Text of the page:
Former WASP makes historical aviation list
April 10, 2003
or someone placed in an exclusive list of female aviators, Betty Pfister is extremely humble.
The Aspen resident and flying enthusiast was placed on the list of 100 Most Influential Woman in the history of aviation by Women in Aviation International in late March.
Pfister’s colleagues on the list include many “firsts”: the first woman to fly around the world (Geraldine Mock), the first woman in space (Sally Ride), the first woman to break the sound barrier (Jacqueline Cochran), and the first woman to fly the Atlantic solo (Amelia Earhart).
Pfister was a Women’s Air Service pilot (WASP) during World War II and has won international piloting championships.
In Aspen, she has offered scholarships for flying lessons to local high school students, and she founded Pitkin County Air Rescue in 1968.
And yet Pfister still says she’s surprised (and honored) to be one of the women on the list that celebrates the 100th year of powered flight.
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Pfister said her love of flying began as a college student, when an “air circus” visited Bennington College in Vermont when she was 18. The pilots were offering rides for a ridiculously low price – $1 or $5, she said – and after taking a flight, she and her friend “couldn’t get the smiles off our faces.”
Her parents offered her a bargain: If she stayed in school and got good grades, they’d fund her flying lessons. It was a strategy that worked, and Pfister ended up joining the WASPs in 1943 when she was 21 years old and had 160 hours of flying time under her belt.
Out of 25,000 women who applied to be part of the WASPs, 1,800 were accepted. Pfister was one of 1,000 that graduated within six months.
“It was a made-to-order job for me and my cohorts,” she said. “We were paid to fly all of these marvelous B-17 bombers.”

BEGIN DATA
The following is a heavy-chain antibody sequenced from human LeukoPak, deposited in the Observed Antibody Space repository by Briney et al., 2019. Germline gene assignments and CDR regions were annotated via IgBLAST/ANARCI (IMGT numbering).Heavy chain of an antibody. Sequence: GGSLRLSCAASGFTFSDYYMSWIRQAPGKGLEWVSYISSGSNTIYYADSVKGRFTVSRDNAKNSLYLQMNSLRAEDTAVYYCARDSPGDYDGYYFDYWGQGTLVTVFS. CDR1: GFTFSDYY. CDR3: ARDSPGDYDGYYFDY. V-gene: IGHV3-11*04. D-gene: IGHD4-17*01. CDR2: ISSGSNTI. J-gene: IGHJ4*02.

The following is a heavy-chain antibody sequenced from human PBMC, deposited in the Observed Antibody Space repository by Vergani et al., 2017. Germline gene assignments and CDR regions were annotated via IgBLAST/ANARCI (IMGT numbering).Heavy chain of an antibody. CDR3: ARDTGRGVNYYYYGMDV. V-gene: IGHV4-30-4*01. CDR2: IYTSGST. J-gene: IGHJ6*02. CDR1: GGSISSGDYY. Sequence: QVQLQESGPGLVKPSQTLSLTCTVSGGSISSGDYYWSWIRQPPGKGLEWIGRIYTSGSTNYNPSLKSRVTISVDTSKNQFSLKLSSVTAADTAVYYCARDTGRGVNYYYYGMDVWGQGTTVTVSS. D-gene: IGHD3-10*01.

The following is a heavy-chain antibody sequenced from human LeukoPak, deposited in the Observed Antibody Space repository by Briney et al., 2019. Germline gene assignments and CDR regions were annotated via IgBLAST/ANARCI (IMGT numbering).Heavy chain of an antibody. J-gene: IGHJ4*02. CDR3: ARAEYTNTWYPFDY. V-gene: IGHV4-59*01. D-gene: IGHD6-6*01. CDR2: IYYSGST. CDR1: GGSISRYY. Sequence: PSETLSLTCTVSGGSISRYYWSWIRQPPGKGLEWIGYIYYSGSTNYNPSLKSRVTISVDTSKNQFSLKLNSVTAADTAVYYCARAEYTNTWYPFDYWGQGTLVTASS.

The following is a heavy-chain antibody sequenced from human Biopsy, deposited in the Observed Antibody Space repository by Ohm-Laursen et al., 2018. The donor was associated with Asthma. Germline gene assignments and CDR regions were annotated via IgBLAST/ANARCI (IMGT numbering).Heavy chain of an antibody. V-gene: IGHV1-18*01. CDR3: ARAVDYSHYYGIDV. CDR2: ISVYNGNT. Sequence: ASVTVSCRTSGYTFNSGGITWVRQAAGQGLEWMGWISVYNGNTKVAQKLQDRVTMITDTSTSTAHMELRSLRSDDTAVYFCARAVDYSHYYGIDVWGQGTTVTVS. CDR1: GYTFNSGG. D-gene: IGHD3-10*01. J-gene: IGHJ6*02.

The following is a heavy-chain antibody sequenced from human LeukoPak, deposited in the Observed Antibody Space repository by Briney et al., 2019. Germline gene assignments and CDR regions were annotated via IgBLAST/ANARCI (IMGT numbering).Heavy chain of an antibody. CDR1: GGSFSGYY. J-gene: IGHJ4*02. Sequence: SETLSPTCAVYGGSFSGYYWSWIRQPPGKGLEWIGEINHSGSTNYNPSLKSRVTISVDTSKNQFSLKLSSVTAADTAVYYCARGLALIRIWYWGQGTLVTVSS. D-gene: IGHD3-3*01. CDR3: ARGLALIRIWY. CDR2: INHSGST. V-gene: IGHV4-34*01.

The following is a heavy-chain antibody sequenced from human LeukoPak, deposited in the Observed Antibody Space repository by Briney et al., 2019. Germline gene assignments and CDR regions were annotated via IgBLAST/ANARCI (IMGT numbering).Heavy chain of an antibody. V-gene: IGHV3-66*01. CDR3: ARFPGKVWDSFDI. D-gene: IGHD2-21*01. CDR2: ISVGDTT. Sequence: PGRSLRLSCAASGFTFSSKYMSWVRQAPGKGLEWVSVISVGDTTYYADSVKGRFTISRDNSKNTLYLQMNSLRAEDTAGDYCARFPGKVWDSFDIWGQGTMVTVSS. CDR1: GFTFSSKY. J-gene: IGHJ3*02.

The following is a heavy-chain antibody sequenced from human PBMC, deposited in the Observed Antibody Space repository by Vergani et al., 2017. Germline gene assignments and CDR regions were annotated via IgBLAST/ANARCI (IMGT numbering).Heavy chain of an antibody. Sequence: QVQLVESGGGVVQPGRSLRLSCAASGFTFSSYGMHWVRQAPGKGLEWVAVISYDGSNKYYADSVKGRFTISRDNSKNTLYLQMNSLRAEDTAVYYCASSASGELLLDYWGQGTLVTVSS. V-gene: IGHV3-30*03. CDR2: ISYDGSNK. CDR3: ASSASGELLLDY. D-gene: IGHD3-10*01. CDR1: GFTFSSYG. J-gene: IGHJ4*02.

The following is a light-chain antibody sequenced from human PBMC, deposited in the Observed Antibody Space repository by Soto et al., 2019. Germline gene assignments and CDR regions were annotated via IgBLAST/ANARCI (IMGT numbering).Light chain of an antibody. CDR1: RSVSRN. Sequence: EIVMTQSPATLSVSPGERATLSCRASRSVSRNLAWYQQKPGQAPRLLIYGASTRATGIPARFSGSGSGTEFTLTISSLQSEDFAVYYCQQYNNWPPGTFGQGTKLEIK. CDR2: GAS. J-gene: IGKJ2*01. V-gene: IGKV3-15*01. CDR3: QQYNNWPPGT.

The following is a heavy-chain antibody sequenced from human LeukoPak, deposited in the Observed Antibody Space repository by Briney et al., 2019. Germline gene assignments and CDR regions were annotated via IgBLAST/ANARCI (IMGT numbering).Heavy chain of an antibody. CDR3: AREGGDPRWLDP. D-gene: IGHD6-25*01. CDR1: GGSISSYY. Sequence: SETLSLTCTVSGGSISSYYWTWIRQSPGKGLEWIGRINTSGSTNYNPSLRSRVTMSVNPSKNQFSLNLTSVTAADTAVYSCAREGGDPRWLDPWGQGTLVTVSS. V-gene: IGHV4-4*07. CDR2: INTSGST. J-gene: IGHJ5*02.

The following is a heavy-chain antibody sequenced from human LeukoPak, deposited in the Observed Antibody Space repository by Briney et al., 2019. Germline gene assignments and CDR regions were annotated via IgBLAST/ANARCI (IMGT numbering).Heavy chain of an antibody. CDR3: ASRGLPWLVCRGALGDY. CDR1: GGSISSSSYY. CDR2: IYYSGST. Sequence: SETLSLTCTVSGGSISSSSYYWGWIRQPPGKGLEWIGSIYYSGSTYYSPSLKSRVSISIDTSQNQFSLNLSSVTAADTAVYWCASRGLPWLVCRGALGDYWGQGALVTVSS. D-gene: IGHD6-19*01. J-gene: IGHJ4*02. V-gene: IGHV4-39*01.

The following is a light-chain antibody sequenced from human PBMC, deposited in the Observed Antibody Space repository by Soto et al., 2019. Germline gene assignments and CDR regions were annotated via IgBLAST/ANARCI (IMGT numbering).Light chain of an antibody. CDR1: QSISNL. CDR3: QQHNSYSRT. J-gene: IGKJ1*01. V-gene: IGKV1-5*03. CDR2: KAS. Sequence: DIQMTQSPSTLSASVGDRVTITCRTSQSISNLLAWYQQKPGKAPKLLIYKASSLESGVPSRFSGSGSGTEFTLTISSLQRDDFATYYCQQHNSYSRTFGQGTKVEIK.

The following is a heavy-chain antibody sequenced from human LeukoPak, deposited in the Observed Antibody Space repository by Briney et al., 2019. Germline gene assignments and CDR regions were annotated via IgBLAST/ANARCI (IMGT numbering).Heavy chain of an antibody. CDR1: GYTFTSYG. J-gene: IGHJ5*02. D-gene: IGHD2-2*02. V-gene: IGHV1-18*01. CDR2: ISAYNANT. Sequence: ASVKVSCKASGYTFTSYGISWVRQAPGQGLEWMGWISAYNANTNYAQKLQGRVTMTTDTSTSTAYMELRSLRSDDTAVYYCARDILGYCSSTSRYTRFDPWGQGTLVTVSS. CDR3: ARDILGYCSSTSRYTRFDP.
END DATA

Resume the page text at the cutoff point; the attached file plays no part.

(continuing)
The WASPs transported planes all around the United States for two years before the program was canceled, freeing up men who could go overseas and fight. Pfister would fly from New York to Florida to Michigan, and in between the United States and Canada.
The 25 WASPs who were sent to fly in England complained about the terrible weather, she said. Deactivated in December 1944, Pfister said she wrote letter after letter to airlines asking for work, and “never knew there were so many different ways to say no.”
She took some work ferrying planes from place to place and worked for a charter airline that did a New York to Puerto Rico run, taking “iceboxes and victrola records” to Puerto Rico and bringing people back – including women in sleeveless, cotton blouses who were sure to be chilly in New York in January.
Pfister took a job as a stewardess with Pan American Airlines, becoming “the stewardess who flies her own planes” in Pan Am ads. She said she took the job to travel – and enjoyed seeing Europe and Africa.
Luckily, the airline loved workers who appreciated taking vacations in the winter, and Pfister loved to ski, which is how she wound up in Aspen.
She met her husband, Art, in a lift line on Aspen Mountain – he and a friend were wearing cardboard signs advertising their availability as a joke. She and Arthur Pfister dated remotely for several years, meeting up in Aspen periodically to ski, and in 1954 they were married.
The two shared their experience flying during World War II – Art flew “The Hump” over Burma during the war.
Betty regularly picked up lessons in other types of aircraft.
In 1963 she discovered a love of helicopters, in 1966 she received her license as a glider pilot, and in 1975 she became a balloon pilot. She won international air races in 1950 and 1952, and piloted for America in the World Helicopter Championship, in England in 1973 and in Russia in 1978.
When she was with the WASPs she got measles the night before she was due to learn how to fly fighter planes, but after the war she bought her own fighter plane for $1,000, named “Galloping Gertie.” Gertie now sits in the Smithsonian Museum in Washington, D.C.
“I’ve always just felt comfortable in the air – much more so than I do in a car,” Pfister said. She’s very comfortable flying in this mountainous terrain, but flying over bodies of water makes her nervous.
And although she knows she and other women pilots of her generation broke ground when it came to flying, she said it was never difficult.
“It was very much a man’s world, but I don’t think I ever felt discriminated against,” she said. “As long as you did your job, the plane doesn’t know who’s flying it.”
Naomi Havlen’s e-mail address is email@example.com